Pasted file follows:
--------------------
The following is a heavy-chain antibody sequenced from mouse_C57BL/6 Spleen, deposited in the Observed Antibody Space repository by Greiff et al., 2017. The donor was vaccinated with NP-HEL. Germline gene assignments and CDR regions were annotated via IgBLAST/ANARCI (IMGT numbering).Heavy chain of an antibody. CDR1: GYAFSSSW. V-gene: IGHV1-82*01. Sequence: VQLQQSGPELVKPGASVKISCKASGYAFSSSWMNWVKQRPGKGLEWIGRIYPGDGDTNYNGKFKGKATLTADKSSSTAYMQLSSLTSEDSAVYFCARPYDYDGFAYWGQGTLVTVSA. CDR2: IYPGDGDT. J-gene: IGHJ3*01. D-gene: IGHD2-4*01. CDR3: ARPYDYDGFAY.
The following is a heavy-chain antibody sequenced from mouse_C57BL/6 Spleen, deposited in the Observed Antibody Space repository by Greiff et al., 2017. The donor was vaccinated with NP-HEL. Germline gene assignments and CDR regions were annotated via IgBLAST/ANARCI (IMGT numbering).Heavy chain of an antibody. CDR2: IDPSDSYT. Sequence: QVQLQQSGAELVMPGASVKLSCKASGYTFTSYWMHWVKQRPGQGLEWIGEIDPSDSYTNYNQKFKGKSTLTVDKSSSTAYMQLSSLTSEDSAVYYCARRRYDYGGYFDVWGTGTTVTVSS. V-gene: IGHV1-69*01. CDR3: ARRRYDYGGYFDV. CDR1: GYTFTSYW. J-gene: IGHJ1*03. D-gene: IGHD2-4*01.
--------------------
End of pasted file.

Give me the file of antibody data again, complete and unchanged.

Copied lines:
The following is a heavy-chain antibody sequenced from mouse_C57BL/6 Spleen, deposited in the Observed Antibody Space repository by Greiff et al., 2017. The donor was vaccinated with NP-HEL. Germline gene assignments and CDR regions were annotated via IgBLAST/ANARCI (IMGT numbering).Heavy chain of an antibody. CDR1: GYAFSSSW. V-gene: IGHV1-82*01. Sequence: VQLQQSGPELVKPGASVKISCKASGYAFSSSWMNWVKQRPGKGLEWIGRIYPGDGDTNYNGKFKGKATLTADKSSSTAYMQLSSLTSEDSAVYFCARPYDYDGFAYWGQGTLVTVSA. CDR2: IYPGDGDT. J-gene: IGHJ3*01. D-gene: IGHD2-4*01. CDR3: ARPYDYDGFAY.
The following is a heavy-chain antibody sequenced from mouse_C57BL/6 Spleen, deposited in the Observed Antibody Space repository by Greiff et al., 2017. The donor was vaccinated with NP-HEL. Germline gene assignments and CDR regions were annotated via IgBLAST/ANARCI (IMGT numbering).Heavy chain of an antibody. CDR2: IDPSDSYT. Sequence: QVQLQQSGAELVMPGASVKLSCKASGYTFTSYWMHWVKQRPGQGLEWIGEIDPSDSYTNYNQKFKGKSTLTVDKSSSTAYMQLSSLTSEDSAVYYCARRRYDYGGYFDVWGTGTTVTVSS. V-gene: IGHV1-69*01. CDR3: ARRRYDYGGYFDV. CDR1: GYTFTSYW. J-gene: IGHJ1*03. D-gene: IGHD2-4*01.